Dang, this strategy is old.

When were they ever more quiet, more civil, more useful, more contented than they now are? Ignorance is really our worst enemy amongst them, and I sincerely hope that when this war is over, we shall, in token of their fidelity and good will, render their domestic relations more permanent, and consult more closely their feelings and affections…

Wow. We’ll let them keep their families together.

Of course, you could also read “domestic relations” as perpetual servanthood. And they didn’t need slavery to do that. They had Jim Crow.

Take a look at this logic:
1. Our slaves (black folks) are fine and happy.
2. If they wanted to change their condition, they would do so themselves.
3. It’s wrong for outsiders to come in and stir them up toward rebellion
4. We’ll help them improve their condition when other conditions are met.

See, it’s all benevolent. Heritage, not hate.

It belies the fact that the Southern elite were terrified of slave revolt, and had spent a century passing more and more restrictive laws to keep poor whites and black slaves from working together or colluding to overthrow the institution of slavery. The preacher himself mentions Harpers Ferry early in the sermon.

Toward the end, the preacher swells to a crescendo praising the Confederacy:

But at the war-cry of her children, “Sic semper Tyrannis,” how her rich blood has rushed back upon her heart, and startled her into life! The sound of freedom’s cry has disenchanted her, and she has sprung full armed into the arena. Her noble sons have gathered around her from her hills and from her valleys, from all her fields of historic fame, from the blue waters of the Chesapeake to the dark rushing torrent of the Kanawha–sons worthy of such a mother. All her old energy has come back to her. All her power of self-denial and self-sacrifice has revived within her. Proud, fearless, indomitable, she looks into the very eye of tyranny, and makes it quail before her majesty of right and truth! The mother of States, she bares her bosom to receive upon it the strokes which are aimed at her children. Hurling defiance in the teeth of her oppressors, she prepares herself to conquer or to die. She hopes, she prays, she struggles for victory, but knowing that everything is in the hands of God, she presses on, uttering the noble words of DeRanville–“If the genius of evil is to prove triumphant, if legitimate government is again to fall, let it at least fall with honor; shame alone has no future.”

And thus white supremacy held onto the notion that it would be justified by God and history well after the war’s end. It wed notions of Christian destiny, feudal honor, patriarchy, slavery, and violent atonement theory.

White patriarchy continues to use this same rhetoric. It appropriates the language of oppression and justice, hoping to turn the tables on activists by pointing out their “vile fanaticism” as a cowardly mask for political or financial gain. People who advocate for equality are “tyrants” who will oppress the majority, if they ever get their hands on political power. We fear our own sin so much that we project it onto our enemies, imagining that they will be just as oppressive as we are—while denying that oppression even exists.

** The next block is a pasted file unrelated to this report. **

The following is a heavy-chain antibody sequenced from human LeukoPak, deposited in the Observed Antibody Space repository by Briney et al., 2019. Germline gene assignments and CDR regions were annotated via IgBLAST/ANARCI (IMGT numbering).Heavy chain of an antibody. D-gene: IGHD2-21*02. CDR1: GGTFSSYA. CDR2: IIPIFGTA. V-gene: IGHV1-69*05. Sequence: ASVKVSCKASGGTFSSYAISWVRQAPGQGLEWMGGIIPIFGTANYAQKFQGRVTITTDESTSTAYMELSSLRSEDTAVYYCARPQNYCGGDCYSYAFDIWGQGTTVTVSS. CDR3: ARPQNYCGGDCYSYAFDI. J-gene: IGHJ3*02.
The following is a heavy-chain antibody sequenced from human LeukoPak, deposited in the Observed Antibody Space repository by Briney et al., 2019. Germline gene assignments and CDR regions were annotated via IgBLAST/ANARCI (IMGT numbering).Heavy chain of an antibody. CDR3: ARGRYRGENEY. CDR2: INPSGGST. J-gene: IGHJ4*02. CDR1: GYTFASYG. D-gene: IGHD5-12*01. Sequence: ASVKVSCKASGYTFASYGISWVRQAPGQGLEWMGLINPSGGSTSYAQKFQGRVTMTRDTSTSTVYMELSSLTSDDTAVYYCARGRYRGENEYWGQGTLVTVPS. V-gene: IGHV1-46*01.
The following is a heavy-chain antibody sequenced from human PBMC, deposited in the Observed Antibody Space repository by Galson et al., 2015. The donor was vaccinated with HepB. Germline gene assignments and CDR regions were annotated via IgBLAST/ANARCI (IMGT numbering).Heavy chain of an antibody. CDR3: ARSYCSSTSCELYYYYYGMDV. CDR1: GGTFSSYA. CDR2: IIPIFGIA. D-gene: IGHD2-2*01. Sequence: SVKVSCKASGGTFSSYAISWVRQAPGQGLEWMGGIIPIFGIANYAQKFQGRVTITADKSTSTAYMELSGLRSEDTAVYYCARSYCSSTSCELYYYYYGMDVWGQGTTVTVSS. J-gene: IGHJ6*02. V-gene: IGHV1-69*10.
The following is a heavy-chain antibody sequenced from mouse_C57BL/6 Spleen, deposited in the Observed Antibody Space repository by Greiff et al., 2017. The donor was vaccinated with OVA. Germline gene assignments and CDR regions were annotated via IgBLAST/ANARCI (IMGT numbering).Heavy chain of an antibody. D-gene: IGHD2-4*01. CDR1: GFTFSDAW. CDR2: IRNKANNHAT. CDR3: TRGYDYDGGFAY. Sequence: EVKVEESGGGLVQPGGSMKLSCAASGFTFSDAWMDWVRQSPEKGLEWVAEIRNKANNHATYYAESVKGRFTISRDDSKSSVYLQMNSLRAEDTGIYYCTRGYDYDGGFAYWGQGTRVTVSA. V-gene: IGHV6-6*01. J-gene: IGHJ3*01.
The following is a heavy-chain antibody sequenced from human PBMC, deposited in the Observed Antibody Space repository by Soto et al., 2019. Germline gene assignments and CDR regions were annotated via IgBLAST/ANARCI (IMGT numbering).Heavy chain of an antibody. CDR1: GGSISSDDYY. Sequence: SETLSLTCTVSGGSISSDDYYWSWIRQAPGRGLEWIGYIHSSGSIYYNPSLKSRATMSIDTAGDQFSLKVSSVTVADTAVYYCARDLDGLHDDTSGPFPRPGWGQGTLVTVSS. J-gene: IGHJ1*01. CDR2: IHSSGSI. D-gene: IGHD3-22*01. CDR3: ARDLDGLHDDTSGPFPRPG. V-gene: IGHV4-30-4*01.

We are such gentle rulers. They will be such harsh ones. That is why they must be kept in their place.

Same song. Different verse. White supremacy did not need to rise again; it was never defeated. It has been hiding in plain sight (from white Christians, anyway) for a long, long time.

I like to imagine how someone in 200 years will read my sermons. I cannot imagine what my blind spots are—that’s why they are blind spots. But if we do not study preaching history, our cosmic vision of what God is up to in the world is limited to our immediate pastoral, ecclesial, political, and social concerns. We will miss the ways that God is working with the church—and in spite of the church—to bend the arc of history toward justice.

When Not to Apologize

Don’t apologize for apologizing—these are suggestions, not commandments:

Don’t apologize for being wobbly if you haven’t been on a bike in a long time.

Don’t apologize for not being practiced at a skill.

Don’t apologize for speaking up.

Don’t apologize for not knowing something.

Don’t apologize for knowing something. For God’s sake, don’t apologize for being smart.

As Julia Child said, don’t apologize for anything you cook.

Don’t apologize for being overdressed or underdressed.

Don’t apologize for liking things that other people consider uncultured, frivolous, elitist, or passé.

Don’t apologize for refusing to accept other people’s projected insecurities.

Apologize for doing harm. Apologize for being thoughtless or careless if it hurts someone or hurts the planet. In those cases, repent and sin no more.

But do not apologize for being human. God revels in watching you grow and learn, in taking tiny steps of courage. God delights in your gloriously, messily awesome self.